To put the $12.9 million donated by the AmazonSmile Foundation in a broader context: The Walmart Foundation made $166 million in donations in 2015. Microsoft, its Seattle neighbor, donated about $500 million last year. Amazon makes other donations as well, but they don’t add up to much and the company won’t release numbers, GeekWire reports.

Laziness, stupidity, indifference or caution?

What about AmazonSmile’s influence over the quality of giving? By that, I mean the potential for AmazonSmile to recommend charities  that do the most good, or at least those that are more transparent than their peers about their performance. As it happens, there’s an easy and useful metric to identify such charities–the Platinum designation awarded by GuideStar, which I blogged about last year. Alternatively, AmazonSmile could boldly turn to trusted evaluators such as The Life You Can Save, a nonprofit that recommends charities, based on evidence, that help the world’s poorest people. The Center for High Impact Philanthropy at the University of Pennsylvania also does a fine job of identifying effective nonprofits.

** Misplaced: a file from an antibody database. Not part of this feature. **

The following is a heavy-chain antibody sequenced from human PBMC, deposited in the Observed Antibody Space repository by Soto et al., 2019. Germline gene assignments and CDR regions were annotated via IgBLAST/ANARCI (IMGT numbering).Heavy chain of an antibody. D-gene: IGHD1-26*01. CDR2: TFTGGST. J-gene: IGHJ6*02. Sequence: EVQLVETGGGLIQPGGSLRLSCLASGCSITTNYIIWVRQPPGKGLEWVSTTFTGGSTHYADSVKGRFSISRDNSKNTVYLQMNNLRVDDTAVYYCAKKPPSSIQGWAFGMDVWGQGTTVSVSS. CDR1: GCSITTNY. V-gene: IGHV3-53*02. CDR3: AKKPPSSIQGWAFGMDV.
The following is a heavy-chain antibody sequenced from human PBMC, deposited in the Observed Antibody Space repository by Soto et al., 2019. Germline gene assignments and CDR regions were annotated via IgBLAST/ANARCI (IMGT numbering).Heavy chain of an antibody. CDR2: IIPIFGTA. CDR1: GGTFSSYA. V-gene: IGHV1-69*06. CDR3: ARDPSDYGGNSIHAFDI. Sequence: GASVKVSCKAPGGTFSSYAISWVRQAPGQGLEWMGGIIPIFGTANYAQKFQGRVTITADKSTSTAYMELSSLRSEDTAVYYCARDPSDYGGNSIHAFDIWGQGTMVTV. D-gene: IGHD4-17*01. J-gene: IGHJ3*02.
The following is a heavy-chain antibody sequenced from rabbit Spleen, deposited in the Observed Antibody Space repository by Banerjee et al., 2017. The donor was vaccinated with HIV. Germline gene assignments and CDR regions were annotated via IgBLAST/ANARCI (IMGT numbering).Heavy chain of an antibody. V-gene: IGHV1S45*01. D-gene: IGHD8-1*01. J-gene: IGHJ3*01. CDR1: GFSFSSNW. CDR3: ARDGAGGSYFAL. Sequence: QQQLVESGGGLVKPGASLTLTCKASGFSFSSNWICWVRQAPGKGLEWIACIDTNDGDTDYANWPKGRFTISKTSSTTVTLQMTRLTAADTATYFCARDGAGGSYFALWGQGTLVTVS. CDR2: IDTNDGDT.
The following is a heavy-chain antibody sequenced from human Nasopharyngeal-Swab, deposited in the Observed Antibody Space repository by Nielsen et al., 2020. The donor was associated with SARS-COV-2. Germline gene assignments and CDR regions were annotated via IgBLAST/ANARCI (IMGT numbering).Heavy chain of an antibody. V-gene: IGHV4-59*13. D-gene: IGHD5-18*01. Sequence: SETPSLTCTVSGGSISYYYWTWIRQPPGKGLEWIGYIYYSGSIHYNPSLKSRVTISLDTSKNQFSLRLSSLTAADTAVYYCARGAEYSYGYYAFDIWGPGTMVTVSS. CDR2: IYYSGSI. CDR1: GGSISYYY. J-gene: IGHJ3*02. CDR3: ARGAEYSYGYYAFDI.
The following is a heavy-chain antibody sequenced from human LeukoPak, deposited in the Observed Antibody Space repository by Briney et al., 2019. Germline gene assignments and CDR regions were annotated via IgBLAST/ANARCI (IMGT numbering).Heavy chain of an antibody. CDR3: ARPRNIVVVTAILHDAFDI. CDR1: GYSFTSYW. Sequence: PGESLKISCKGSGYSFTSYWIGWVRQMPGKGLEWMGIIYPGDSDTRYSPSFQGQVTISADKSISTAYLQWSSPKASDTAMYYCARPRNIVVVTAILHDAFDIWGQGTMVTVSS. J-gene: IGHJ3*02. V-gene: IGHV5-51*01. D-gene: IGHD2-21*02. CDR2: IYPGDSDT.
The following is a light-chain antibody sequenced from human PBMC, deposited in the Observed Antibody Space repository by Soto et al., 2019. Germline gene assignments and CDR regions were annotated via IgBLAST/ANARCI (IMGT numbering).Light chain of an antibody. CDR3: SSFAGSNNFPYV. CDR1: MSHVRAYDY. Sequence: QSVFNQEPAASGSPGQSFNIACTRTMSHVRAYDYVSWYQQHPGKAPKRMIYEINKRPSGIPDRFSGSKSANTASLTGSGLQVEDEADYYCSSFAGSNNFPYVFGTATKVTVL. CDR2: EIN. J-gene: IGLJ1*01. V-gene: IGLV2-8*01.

This wouldn’t limit consumer choice. AmazonSmile permits shoppers to choose from nearly 1 million charities, it says, and it could continue to do so. But, since its early days, AmazonSmile also has nudged shoppers to give to what it calls Spotlight Charities. The company says:

We do this to make it easier for customers to choose an organization to support from the almost one million available, but we do not endorse any particular organization or the causes they support.

The five current Spotlight Charities are the ASPCA, charity: water, Doctors without Borders, The Nature Conservancy and the American Red Cross. A less interesting list is hard to imagine. These choices can be explained only by some blend of laziness, stupidity, indifference or an abundance of caution. Since the people who work at Amazon.com are neither lazy or stupid, we can chalk this up to indifference or caution.